Every person deserves to be treated with dignity and to have their own bodily autonomy and respect.
There are no exceptions to this: there are no ifs or buts. It’s a basic human right and one that is often eroded by the opinions of other people. The core of my self respect and self esteem isn’t as easily undermined by others as it used to be. However, nobody is bulletproof. There are a few things that get to me – one of them in particular is to do with how people refer to, chastise and concern-troll people with bodies that don’t fit their ideas of what is ‘healthy’ or ‘normal’.
For me, this is about my size, about how aware I am that every single day people might look at my body and make assumptions – about who I am, what I do or what I don’t do. In the simplest terms, I have reclaimed the word ‘fat’ to mean just that – a body that isn’t thin. It doesn’t mean I don’t enjoy exercise or that I have a problem with food. My body is my body – it allows me to swim, to dance, to feel, to smell and see and experience the physical world. I’m always joyful that I do all these things.
I won’t get into the health thing, because for me, that’s not really the point. That is part of concern-trolling, using concern as a way to pity people and insinuate that they are somehow lesser than you, or that their world-view is the only possible world-view. You can’t tell anything about anyone’s health by what they look like. We all have ailments and issues – to be human is to vulnerable to all kinds of things.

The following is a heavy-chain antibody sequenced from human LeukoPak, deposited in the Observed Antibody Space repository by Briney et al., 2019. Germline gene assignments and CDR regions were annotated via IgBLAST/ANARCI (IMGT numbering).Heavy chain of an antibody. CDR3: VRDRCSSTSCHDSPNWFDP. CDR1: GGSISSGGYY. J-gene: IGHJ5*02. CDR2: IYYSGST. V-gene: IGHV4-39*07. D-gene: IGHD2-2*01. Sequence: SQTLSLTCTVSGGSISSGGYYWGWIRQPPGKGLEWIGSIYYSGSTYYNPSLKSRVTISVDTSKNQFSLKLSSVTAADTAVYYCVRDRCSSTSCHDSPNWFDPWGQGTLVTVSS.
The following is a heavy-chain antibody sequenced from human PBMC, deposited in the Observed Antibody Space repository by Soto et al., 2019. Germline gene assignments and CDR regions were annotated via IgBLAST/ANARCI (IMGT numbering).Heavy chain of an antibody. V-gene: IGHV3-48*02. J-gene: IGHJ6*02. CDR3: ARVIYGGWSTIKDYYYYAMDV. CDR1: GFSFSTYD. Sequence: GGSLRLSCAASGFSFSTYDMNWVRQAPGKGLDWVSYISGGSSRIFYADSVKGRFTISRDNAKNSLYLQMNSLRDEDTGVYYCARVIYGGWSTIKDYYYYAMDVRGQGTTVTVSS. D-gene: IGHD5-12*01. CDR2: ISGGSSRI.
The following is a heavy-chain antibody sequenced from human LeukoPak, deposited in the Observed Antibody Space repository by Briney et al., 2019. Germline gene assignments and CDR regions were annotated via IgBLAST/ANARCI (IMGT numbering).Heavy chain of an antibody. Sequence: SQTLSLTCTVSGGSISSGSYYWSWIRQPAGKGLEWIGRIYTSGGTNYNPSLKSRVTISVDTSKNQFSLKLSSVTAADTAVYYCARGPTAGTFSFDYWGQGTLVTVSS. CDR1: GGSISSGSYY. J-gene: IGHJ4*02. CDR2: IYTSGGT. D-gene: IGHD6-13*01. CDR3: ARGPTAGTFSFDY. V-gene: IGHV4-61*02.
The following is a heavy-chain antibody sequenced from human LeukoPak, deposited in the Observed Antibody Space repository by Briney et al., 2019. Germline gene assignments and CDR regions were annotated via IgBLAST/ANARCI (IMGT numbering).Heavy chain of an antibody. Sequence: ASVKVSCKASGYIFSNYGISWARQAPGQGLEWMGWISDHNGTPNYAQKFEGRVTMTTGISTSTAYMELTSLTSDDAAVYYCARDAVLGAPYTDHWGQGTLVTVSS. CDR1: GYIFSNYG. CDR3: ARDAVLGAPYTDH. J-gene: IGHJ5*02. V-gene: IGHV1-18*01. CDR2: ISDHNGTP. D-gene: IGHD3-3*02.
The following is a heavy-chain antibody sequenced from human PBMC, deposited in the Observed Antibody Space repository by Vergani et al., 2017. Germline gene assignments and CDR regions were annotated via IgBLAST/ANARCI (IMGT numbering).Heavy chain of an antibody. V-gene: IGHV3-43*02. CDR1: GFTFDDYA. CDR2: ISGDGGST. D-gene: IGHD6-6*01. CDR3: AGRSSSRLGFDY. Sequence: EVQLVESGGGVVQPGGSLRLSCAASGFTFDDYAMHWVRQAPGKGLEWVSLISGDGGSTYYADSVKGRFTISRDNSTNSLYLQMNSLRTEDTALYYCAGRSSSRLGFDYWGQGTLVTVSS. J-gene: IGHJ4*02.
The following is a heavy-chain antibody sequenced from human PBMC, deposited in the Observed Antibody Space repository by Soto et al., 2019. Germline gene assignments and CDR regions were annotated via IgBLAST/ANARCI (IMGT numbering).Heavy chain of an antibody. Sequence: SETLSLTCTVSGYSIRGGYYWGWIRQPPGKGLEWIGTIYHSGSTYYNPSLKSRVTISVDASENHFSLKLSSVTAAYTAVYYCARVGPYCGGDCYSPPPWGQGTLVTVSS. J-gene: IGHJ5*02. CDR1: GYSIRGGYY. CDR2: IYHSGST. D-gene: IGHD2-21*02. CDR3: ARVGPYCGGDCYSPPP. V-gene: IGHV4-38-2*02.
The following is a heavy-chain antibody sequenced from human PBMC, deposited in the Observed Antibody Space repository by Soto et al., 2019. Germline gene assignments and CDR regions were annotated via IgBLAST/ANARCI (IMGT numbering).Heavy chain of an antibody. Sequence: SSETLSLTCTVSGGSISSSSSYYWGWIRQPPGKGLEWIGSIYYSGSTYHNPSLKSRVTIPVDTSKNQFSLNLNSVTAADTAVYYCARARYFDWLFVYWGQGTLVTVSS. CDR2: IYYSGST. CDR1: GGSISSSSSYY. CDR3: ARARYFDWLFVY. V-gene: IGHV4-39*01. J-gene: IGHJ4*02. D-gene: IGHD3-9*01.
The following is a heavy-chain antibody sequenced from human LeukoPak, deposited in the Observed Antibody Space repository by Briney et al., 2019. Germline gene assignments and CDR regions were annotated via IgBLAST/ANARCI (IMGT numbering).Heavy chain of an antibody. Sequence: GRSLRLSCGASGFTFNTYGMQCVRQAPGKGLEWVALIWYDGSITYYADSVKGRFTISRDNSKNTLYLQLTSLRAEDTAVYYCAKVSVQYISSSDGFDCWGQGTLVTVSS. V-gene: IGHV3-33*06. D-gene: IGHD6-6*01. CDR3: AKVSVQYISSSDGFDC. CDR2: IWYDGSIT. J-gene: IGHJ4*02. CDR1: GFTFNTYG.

I’m going to say that the worst (or sadly, one of the most rebellious) things that a woman, a plus size woman to boot, can say: I make no apologies for my size, for who I am, for how I look. I make no apologies that I can dance and skip, that I can eat in public, that I am writing these things for all to see. I make no apologies for supporting the right of everybody, no matter their shape, size, ability, gender, background, ethnicity or sexuality, to have bodily dignity and respect. I make no apologies for looking in the mirror and smiling at my reflection. Children smile at their reflection: we forget to do this as adults. So smile – you are beautiful.
We make it harder on each other when we decide who does and doesn’t get to have beauty and dignity: we don’t have the right to decide that someone’s existence is lesser than ours. I believe that everyone has their own inner and outer beauty, and to be human is to be interesting, flawed and unique.
Golda Poretsky says it best:
‘Body acceptance means, as much as possible, approving of and loving your body, despite its “imperfections”, real or perceived. That means accepting that your body is fatter than some others, or thinner than some others, that your eyes are a little crooked, that you have a disability that makes walking difficult, that you have health concerns that you have to deal with — but that all of that doesn’t mean that you need to be ashamed of your body or try to change it. Body acceptance allows for the fact that there is a diversity of bodies in the world, and that there’s no wrong way to have one.’
Photos by © Sarah Ward at Stars and Rainbows.